According to Smithers in 2017 the analogue print industry was worth $734.5bn; by 2027 this market is expected to be worth $721.4bn. Digital print in 2017 was worth $122.9bn, and is expected to reach $189.8bn by 2027.
Between 2022 and 2027 the global analogue printing industry is expected to achieve growth globally, albeit by just of 0.8 per cent. The digital printing industry by contrast is expected to witness an annual growth rate of 5.7 per cent.
The Smithers report says inkjet and electrophotography (toner) print continue to threaten to displace offset litho in multiple applications, as the market space adjusts to an increasingly digital future. The Future of Digital versus Offset Printing to 2027 tracks the dynamics of this competition across the next five years, profiling how the latest technology developments will redefine the sector.
Offset litho (sheetfed, heatset web, coldset web) remains central to global print technology. In 2022, a total of 27.69 trillion A4 prints will be produced on offset litho presses – almost exactly two thirds of total print output – worth US$326.8bn. In contrast, digital printers will output 1.67 trillion A4 print equivalents this year, however the total value of this work will be $144.1bn, highlighting the value-adding potential of switching work to digital print.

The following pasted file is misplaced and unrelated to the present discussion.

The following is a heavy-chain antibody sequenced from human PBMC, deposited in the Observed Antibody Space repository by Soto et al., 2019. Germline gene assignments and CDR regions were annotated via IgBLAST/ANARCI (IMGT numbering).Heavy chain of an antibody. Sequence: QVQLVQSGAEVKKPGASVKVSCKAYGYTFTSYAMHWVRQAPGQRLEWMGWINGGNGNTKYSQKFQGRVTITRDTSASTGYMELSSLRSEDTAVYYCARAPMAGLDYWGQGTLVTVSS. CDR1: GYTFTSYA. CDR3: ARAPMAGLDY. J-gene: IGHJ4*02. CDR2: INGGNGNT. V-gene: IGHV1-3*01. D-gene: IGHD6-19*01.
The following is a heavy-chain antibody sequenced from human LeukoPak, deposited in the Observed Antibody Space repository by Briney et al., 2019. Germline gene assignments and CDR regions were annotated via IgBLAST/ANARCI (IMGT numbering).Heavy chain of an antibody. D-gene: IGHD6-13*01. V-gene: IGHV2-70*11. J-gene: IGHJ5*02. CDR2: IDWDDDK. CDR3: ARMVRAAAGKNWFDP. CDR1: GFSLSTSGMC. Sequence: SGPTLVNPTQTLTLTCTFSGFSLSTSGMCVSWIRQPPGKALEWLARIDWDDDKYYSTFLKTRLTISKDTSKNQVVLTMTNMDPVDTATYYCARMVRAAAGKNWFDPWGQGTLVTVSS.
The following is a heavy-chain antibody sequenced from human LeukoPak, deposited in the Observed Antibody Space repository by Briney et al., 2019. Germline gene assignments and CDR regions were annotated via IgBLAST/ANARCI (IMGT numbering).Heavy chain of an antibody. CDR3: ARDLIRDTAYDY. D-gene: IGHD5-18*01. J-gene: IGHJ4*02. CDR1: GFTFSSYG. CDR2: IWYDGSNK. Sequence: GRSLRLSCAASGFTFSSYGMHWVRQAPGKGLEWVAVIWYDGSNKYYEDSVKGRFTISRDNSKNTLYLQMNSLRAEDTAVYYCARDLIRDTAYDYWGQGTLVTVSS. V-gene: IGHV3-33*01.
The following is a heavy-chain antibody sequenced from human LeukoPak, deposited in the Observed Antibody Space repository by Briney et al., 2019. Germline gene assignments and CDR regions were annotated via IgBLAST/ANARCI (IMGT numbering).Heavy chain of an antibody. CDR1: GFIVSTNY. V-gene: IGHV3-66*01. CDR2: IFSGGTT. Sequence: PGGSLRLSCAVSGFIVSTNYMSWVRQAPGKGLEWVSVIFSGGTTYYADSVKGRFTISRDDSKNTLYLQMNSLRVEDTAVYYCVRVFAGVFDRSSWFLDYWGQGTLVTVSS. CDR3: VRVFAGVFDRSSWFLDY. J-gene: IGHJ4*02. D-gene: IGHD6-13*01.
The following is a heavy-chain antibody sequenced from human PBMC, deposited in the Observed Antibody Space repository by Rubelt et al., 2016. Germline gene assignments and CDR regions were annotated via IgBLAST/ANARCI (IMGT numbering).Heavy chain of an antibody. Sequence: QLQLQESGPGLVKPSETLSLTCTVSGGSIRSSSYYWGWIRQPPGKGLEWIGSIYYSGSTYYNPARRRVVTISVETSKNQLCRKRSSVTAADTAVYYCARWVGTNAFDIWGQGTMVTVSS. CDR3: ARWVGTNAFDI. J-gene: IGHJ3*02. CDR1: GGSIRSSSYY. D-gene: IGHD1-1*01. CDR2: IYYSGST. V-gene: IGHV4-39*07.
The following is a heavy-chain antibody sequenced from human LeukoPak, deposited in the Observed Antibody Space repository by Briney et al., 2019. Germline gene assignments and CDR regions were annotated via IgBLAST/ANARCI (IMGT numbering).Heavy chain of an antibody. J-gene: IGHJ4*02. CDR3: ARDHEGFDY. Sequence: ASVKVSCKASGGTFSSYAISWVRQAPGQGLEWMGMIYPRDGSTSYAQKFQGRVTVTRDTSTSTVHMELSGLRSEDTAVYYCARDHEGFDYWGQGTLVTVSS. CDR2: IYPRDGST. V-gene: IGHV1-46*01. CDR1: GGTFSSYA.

Heatset and coldset litho represent the majority of output. These processes are used mainly for magazines and catalogues, and newspaper print, respectively, all of which have suffered major losses over the past two years, as Covid-19 has helped accelerate many readers towards electronic media.
Demand for sheetfed litho has been more robust, but is increasingly reacting to the challenge of inkjet in several core segments. Other analogue process, led by flexo, will be more resilient to this trend, mostly due to expanding demand for labels and packaging print.